SpaceX has announced an upgrade to their Falcon 9 rocket, achieving greater thrusts with, as far as I can tell, the same rocket motors (at least, they apparently still call the motors "Merlin 1D"). See this question, which had no conclusive answer on engine changes. The change takes the Merlin 1D from 147K lb thrust at sea level to 170K lb, an increase of 15.6%.
The increased thrust is apparently due to switching to using extremely chilled fuel (RP-1 kerosene) and oxygen. Not just liquid, but barely above the temperature at which it would freeze solid. This increases the density of the propellants, presumably allowing more mass of fuel to be contained in the tanks and increasing the flow rate (mass per unit time) through the turbopumps and rocket nozzles.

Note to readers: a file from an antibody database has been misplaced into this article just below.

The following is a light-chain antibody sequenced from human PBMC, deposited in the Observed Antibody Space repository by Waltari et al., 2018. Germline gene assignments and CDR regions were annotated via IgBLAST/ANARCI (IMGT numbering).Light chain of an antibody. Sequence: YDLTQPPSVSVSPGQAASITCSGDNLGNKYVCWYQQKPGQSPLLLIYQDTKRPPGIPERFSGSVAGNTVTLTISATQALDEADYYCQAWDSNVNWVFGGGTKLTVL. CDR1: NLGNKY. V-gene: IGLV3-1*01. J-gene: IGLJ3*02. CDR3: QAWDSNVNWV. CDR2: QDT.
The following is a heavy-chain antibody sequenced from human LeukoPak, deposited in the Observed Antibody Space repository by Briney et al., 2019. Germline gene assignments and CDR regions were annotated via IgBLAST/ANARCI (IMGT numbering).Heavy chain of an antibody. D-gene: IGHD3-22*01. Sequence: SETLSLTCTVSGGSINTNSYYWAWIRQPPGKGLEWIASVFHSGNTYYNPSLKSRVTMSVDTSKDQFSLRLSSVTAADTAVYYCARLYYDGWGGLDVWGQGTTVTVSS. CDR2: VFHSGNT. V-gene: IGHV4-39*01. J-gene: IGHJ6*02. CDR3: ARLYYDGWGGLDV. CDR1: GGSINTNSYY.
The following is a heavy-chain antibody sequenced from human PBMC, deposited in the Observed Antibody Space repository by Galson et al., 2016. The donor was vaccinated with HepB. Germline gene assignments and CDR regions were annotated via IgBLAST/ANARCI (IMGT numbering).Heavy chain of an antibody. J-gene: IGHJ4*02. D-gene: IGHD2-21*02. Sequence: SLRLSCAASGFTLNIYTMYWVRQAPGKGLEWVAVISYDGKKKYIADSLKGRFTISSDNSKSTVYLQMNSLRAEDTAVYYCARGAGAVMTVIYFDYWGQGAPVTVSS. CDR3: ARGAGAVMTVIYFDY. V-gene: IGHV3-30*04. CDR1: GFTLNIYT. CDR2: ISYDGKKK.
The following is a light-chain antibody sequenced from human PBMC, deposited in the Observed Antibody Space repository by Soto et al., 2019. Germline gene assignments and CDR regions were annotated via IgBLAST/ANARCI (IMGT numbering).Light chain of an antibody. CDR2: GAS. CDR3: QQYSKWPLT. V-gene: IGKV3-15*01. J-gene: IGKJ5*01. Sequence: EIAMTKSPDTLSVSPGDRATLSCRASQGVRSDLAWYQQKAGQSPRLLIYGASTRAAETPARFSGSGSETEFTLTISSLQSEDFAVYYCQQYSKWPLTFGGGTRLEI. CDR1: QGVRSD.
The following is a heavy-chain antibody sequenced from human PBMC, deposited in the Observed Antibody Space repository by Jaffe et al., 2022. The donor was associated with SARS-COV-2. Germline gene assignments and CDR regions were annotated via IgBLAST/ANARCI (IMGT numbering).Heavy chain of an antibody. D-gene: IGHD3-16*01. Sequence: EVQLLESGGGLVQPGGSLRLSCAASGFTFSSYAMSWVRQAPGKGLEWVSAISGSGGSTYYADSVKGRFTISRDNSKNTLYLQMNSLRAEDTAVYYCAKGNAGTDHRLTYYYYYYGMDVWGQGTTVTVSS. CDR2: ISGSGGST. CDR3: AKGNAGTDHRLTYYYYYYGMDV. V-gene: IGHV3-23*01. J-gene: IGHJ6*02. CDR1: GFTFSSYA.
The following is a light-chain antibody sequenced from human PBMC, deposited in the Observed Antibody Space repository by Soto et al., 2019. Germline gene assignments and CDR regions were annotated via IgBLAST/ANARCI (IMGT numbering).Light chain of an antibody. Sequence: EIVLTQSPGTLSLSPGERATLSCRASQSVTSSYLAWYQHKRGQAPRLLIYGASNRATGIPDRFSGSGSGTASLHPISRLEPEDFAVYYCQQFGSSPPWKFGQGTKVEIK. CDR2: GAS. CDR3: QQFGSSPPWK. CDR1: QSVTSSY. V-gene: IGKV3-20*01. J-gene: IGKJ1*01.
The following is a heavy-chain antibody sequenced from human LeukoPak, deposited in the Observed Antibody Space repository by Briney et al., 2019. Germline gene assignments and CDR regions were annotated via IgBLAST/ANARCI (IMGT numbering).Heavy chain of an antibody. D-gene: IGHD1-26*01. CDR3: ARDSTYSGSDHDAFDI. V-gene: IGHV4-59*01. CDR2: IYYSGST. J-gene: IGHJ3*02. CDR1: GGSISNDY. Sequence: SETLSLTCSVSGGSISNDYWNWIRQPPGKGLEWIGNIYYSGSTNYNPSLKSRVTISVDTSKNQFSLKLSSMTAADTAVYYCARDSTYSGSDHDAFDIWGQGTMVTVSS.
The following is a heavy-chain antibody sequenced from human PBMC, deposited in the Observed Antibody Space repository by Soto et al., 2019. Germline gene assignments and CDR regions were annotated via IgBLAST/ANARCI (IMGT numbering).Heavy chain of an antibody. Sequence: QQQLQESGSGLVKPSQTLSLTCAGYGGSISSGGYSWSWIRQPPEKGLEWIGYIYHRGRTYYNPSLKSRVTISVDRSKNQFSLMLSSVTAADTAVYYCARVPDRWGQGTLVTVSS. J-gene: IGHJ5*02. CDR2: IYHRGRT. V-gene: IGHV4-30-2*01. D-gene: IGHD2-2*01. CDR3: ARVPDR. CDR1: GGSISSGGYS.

My question is, why are they only doing this now? 15% more thrust from the same engines, and increased fuel capacity (even though it also increases launch weight), seem like highly desirable changes. What are the risks of this approach that led to it not being used previously?
A few guesses:
- Is the change in propellant temperature sufficient to significantly increase the risk of failures in components that must handle cryogenic fluids?
- Is it significantly harder to build spacecraft-usable tanks that can hold near-frozen O2 (and RP-1), instead of "merely" liquid O2?
- Does increasing the mass/time flow rate through the motors (assuming that's actually what's happening) pose a greater risk to the motors? If so, does the fact that the motors can take it imply they were overbuilt for the old propellant density? (Merlin 1D already had the highest T/WR of any production liquid-fueled rocket motor.)
- Are there other changes that are required to support this upgrade, and was engineering those changes difficult or very costly?
While I'm obviously hoping to get as full a picture as possible, feel free to post partial answers (i.e. one thing you know of that poses a significant challenge) as answers rather than comments.